“A beginner understands how, an expert understands why. If you want to advance, tackle the whys. Find a mentor and later on be a mentor. Expertise is not always learned from manuals and training classes. Mentoring can also result in long-term friendships.
Network externally and internally. A rapport with an Agency rep resulted in my appointment to an advisory panel. Some work friends turned into close friends and another to my husband of thirty-five years. If you don’t like your job or the work environment, find something else to do. I took a five-figure salary cut leaving a small company where the owner was too frequently a mean drunk after lunch. If you’re a good employee, under normal circumstances you can find a better job.” Thank you, Anne!
Some institutions have made firm decisions on the replacement index, while others are considering multiple replacement rates. Fannie Mae and Fannie Mae have launched LIBOR transition websites that provide key resources for lenders and investors as the Enterprises transition away from LIBOR.
HUD issued an advance notice of proposed rulemaking (ANPR) on its process for transitioning away from the use of LIBOR for Federal Housing Administration (FHA)-insured adjustable rate mortgages (ARMs). HUD intends to use input from this process to issue a proposed rule that would remove LIBOR as an acceptable index, specify a new index for newly insured loans, and recommend a replacement index for existing loans. Comments will be due to HUD on December 6, 2021. Following review of the public input, HUD plans to issue a proposed rule containing the details of this transition.
You might not care too much, given that MLOs and lenders are not doing a lot of ARM volume these days. But there are large numbers of loans in servicing portfolios, and there are still trillions of dollars of various securities tied to the London Interbank Offered Rate, many that are either composed of adjustable-rate residential mortgages, or that are somehow related. Many of those surveyed have the LIBOR transition deadline on the top of their priority list, since decisions are being made. This is good news since financial institutions will begin new transactions involving a new benchmark lending rate as of January 1, 2022. Some LIBOR rates will continue to be published through the middle of 2023, allowing about two-thirds of outstanding bilateral loan contracts to naturally mature and the rest will need to convert to another rate index.
So the LIBOR index is likely to be discontinued or deemed non-representative at or near the end of 2021. The real estate finance industry continues to move forward with plans to sunset the use of LIBOR in new originations and transition existing LIBOR-indexed products to new indices. Many lenders with whom I have spoken have already moved to indices based on U.S. Treasury rates and are waiting on the “index dust to settle.
Buckley reported that on October 8, the CFPB issued its semi-annual report to Congress covering the Bureau’s work from October 1, 2020 to March 31, 2021. The report, which is required by Dodd-Frank, addresses, among other things, the effects of the Covid-19 pandemic on consumer credit, significant rules and orders adopted by the Bureau, consumer complaints, and various supervisory and enforcement actions taken by the Bureau. But the report notes the issuance of several significant notices of proposed rulemaking related to remittance transfers, debt collection practices, and the transition from LIBOR.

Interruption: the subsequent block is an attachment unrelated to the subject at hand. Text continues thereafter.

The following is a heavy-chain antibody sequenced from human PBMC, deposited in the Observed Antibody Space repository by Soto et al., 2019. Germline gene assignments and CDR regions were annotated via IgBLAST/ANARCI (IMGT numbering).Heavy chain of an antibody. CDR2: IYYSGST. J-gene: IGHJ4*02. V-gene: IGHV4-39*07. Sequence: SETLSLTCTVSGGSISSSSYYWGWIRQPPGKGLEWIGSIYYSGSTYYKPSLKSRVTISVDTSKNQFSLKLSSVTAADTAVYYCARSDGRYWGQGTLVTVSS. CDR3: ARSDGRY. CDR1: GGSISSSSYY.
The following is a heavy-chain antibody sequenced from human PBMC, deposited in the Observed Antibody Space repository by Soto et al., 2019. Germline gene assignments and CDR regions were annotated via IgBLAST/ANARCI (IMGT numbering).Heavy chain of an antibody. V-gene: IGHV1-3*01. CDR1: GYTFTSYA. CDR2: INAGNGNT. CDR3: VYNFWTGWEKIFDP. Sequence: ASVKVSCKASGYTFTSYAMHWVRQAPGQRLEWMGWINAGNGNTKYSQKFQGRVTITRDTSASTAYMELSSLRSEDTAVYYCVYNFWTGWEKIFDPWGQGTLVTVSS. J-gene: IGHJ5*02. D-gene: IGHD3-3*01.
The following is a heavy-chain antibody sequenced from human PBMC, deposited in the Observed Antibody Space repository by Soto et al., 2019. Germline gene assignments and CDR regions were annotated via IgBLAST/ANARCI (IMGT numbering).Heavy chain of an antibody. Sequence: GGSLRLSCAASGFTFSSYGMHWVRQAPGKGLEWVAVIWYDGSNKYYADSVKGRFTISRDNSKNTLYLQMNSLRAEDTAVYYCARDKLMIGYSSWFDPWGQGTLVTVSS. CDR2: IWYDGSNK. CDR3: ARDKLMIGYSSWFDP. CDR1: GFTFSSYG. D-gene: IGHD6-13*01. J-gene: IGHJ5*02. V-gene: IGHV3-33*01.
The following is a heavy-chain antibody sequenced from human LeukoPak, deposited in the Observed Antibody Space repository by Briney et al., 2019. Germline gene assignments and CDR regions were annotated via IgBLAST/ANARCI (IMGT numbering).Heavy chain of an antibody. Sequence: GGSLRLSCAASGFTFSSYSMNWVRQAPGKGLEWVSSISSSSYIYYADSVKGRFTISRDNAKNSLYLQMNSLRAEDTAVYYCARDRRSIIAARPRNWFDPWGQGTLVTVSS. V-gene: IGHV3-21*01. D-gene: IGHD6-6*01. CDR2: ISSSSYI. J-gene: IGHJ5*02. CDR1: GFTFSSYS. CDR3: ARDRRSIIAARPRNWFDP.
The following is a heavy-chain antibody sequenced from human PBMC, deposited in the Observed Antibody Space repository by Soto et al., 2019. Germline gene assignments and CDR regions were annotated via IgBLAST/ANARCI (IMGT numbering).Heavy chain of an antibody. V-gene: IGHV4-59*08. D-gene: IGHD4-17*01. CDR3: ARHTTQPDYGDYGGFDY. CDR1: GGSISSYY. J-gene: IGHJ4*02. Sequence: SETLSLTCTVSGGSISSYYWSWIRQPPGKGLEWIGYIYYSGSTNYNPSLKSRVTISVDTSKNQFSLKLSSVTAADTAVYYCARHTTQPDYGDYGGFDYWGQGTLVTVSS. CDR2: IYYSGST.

A recent LIBOR transition survey from Crowe LLP focused on community financial institutions where half of the participants said that their banks had chosen a replacement rate for LIBOR. Regarding loans specifically, about half of the surveyed banks said that they were considering the use of multiple replacement rates. Of those considered, 88% are leaning towards choosing the Secured Overnight Financing Rate (SOFR), while Prime was popular with a significant proportion, especially among institutions with assets less than $10B (78%). The American Interbank Offered Rate (Ameribor) caught the attention of 35% of banks, while 23% were considering the Bloomberg Short-Term Bank Yield Index (BSBY).
Unfortunately the debate on a universal LIBOR replacement is hindering the transition efforts. The demise of LIBOR was first announced in 2017. “We do expect a relatively smooth transition, but it is a substantive change that is happening across the financial industry, commercial real estate and beyond,” says Andrew Foster, AVP of commercial real estate at the Mortgage Bankers Association. Like turning an aircraft carrier.
Third-party providers to residential lenders do a lot more than make up company names with letters capitalized in the middle of them. Let’s take a random look at who’s doing what.
Yesterday news broke that SimpleNexus will acquire Lori Brewer’s LBA Ware. The combined company will be known as SimpleNexus and SimpleNexus’ corporate headquarters will remain in Utah. Senior management will consist of Cathleen Schreiner Gates, CEO, Matt Hansen, Founder & Chief Technology Officer, Kevin McKenzie, CFO and COO, Ben Miller, Co-Founder, Lori Brewer, EVP & General Manager, John Aslanian, Chief Revenue Officer, Shane Westra, Chief Product Officer, and Andria Lightfoot, Chief Customer Officer.